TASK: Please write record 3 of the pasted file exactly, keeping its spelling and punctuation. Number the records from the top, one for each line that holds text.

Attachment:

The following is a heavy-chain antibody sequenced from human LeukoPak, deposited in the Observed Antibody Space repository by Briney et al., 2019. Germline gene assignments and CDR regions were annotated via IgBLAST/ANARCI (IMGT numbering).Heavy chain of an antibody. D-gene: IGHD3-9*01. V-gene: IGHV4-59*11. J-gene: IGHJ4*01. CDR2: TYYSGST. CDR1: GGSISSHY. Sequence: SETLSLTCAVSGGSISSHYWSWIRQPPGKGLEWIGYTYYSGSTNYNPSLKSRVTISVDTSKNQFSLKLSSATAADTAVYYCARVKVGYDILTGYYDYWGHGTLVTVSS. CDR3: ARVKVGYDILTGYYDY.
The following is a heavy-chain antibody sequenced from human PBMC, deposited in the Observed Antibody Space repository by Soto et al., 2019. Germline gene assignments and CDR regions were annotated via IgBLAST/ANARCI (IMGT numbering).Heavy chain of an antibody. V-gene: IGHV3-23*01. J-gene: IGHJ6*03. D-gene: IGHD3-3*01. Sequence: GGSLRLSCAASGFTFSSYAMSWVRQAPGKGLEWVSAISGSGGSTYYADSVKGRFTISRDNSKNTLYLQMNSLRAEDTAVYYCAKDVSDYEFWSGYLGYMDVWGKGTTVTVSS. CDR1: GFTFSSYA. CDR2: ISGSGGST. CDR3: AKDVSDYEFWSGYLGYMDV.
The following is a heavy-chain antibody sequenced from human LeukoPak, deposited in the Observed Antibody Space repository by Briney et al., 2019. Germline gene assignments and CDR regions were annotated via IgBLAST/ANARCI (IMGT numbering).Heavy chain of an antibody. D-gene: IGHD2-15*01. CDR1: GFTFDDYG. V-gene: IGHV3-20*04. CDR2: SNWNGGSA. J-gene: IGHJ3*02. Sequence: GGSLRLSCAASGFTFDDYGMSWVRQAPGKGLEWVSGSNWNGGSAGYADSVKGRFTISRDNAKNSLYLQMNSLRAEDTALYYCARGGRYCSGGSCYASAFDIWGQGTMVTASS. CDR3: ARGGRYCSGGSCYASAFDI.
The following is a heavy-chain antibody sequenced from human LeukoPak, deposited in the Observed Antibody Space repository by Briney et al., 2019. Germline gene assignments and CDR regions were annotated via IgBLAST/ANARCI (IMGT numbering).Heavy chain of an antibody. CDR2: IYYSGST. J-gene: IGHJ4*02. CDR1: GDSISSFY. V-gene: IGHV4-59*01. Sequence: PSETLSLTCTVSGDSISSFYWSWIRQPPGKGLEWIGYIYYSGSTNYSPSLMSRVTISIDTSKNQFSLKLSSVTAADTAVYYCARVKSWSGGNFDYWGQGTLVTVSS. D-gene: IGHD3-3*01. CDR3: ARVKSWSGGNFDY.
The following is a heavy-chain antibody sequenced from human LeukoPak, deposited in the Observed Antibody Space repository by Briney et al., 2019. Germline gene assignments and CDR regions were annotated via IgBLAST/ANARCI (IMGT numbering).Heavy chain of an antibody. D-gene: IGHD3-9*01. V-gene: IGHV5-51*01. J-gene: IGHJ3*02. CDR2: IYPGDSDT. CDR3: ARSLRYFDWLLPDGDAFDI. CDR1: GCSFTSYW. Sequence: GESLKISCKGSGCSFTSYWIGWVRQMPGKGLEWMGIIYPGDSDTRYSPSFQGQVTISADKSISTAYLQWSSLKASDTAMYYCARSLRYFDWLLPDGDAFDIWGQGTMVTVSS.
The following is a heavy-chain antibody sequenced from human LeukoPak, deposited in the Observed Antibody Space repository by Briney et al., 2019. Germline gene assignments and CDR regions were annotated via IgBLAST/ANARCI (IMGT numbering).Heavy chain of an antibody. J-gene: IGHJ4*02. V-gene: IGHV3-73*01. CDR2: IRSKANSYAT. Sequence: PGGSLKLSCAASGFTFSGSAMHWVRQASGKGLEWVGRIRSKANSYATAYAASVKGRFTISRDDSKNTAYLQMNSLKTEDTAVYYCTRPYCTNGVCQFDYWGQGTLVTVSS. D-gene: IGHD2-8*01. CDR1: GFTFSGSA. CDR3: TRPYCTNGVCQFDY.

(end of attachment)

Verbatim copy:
The following is a heavy-chain antibody sequenced from human LeukoPak, deposited in the Observed Antibody Space repository by Briney et al., 2019. Germline gene assignments and CDR regions were annotated via IgBLAST/ANARCI (IMGT numbering).Heavy chain of an antibody. D-gene: IGHD2-15*01. CDR1: GFTFDDYG. V-gene: IGHV3-20*04. CDR2: SNWNGGSA. J-gene: IGHJ3*02. Sequence: GGSLRLSCAASGFTFDDYGMSWVRQAPGKGLEWVSGSNWNGGSAGYADSVKGRFTISRDNAKNSLYLQMNSLRAEDTALYYCARGGRYCSGGSCYASAFDIWGQGTMVTASS. CDR3: ARGGRYCSGGSCYASAFDI.